B&B Meets the Space Time Continuum

Everything's relative. This morning I spent two hours vigorously paddling the Illinois River, upstream and back again. I doubt that I was ever more than four or five miles from my starting point. But when you're traveling by muscle power alone, that's enough to make you feel like you've been somewhere.

Two weeks ago I spent the same amount of time on an airplane. It took me all the way to a wireless conference in New Orleans, yet I felt like I had barely crossed the street. Distance is relative.

Time is the same way. I thought about that when a friend of mine was mourning the loss of the white pines to European blister rust up in his corner of the Rocky Mountains. Measured against a human lifetime, the accidental introduction of blister rust has been a disaster. But some of the pines are naturally resistant. They'll scatter their cones, new trees will grow, and the majestic stands of white pine will eventually return. When measured against the age of the Rocky Mountains, this will happen in the blink of an eye. Time is relative.

What about bandwidth? Can you really say that 9600 baud is all that slow? I would argue that it depends upon what you are trying to accomplish. At 9600 baud you're transferring about one byte per millisecond. A single byte can contain one heck of a lot of information about the status of pumps, drives, sensors, actuators and other devices, and it can get one heck of a lot done in a millisecond.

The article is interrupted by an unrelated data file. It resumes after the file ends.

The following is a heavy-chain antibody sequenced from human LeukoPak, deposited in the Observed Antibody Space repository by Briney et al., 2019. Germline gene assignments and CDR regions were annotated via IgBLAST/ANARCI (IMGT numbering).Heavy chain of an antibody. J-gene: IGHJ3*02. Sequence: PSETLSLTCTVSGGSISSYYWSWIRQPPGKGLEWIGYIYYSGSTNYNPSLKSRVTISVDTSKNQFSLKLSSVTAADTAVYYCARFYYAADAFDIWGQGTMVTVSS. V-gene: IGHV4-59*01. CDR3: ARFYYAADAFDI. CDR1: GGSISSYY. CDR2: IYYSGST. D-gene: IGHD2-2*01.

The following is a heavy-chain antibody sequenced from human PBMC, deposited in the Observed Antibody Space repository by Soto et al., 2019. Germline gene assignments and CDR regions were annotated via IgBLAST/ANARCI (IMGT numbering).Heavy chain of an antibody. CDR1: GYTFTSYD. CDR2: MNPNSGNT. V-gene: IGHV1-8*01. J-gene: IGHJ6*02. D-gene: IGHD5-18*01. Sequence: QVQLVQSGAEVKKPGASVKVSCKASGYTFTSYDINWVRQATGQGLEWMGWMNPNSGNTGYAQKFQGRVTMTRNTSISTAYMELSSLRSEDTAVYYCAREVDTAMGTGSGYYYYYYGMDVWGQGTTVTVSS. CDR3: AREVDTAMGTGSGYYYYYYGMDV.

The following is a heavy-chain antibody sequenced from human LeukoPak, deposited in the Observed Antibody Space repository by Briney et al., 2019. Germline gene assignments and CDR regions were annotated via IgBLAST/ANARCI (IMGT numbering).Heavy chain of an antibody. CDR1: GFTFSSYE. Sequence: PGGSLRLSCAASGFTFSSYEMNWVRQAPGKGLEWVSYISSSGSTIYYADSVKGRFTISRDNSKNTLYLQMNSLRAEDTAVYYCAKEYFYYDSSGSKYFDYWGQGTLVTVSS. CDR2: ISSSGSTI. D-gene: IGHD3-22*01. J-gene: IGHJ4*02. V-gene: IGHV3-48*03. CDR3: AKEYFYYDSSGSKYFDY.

Granted, some applications genuinely require a lot of bandwidth; video being the perfect example. But what about the applications that don't? As speed goes up, transmitting distance decreases proportionally. A RS-485 cabling run may look impossibly long at 250 kbps. But it's a breeze at 9600. Suddenly 9600 baud doesn't look too bad. Everything's relative.

So far, so good. But what happens when you need wide bandwidth with great range and reliability? Fiber optics enter the picture. Fiber optics are immune to the noise issues that creep into copper and wireless installations, and they let us connect, monitor and automate devices that are a long way from home. Think about well heads, traffic intersections, tollways, wind/solar farms and environmental monitors. More and more devices live in the Land of Far, Far Away these days, and fiber optics give us the bandwidth and reliability that we'll all need to meet their needs well into the distant future.

Fiber optics will be a vital component in extending the network edge. And B&B is determined to lead the way. Just a couple of weeks ago we acquired IMC Networks, a company completely dedicated to the design and manufacture of fiber optic solutions. For those of you keeping score, this is our third acquisition in eight months, and once again the purpose is to maintain our high standards while saving ourselves time on research and development. We're pressing the fast forward button and launching ourselves into the future.

Happy Connections,

Mike Fahrion

But paddling five miles upstream and back in two hours still feels like an accomplishment, too. Everything's relative.